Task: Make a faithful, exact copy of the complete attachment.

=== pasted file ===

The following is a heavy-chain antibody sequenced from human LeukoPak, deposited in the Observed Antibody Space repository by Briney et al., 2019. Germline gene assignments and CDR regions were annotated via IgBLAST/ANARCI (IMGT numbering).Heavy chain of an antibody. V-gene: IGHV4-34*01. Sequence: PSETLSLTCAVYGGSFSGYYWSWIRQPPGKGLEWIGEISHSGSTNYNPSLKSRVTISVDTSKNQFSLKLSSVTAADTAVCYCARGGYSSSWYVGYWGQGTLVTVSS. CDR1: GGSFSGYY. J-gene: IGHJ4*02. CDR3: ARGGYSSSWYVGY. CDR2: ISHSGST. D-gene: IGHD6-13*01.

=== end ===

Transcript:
The following is a heavy-chain antibody sequenced from human LeukoPak, deposited in the Observed Antibody Space repository by Briney et al., 2019. Germline gene assignments and CDR regions were annotated via IgBLAST/ANARCI (IMGT numbering).Heavy chain of an antibody. V-gene: IGHV4-34*01. Sequence: PSETLSLTCAVYGGSFSGYYWSWIRQPPGKGLEWIGEISHSGSTNYNPSLKSRVTISVDTSKNQFSLKLSSVTAADTAVCYCARGGYSSSWYVGYWGQGTLVTVSS. CDR1: GGSFSGYY. J-gene: IGHJ4*02. CDR3: ARGGYSSSWYVGY. CDR2: ISHSGST. D-gene: IGHD6-13*01.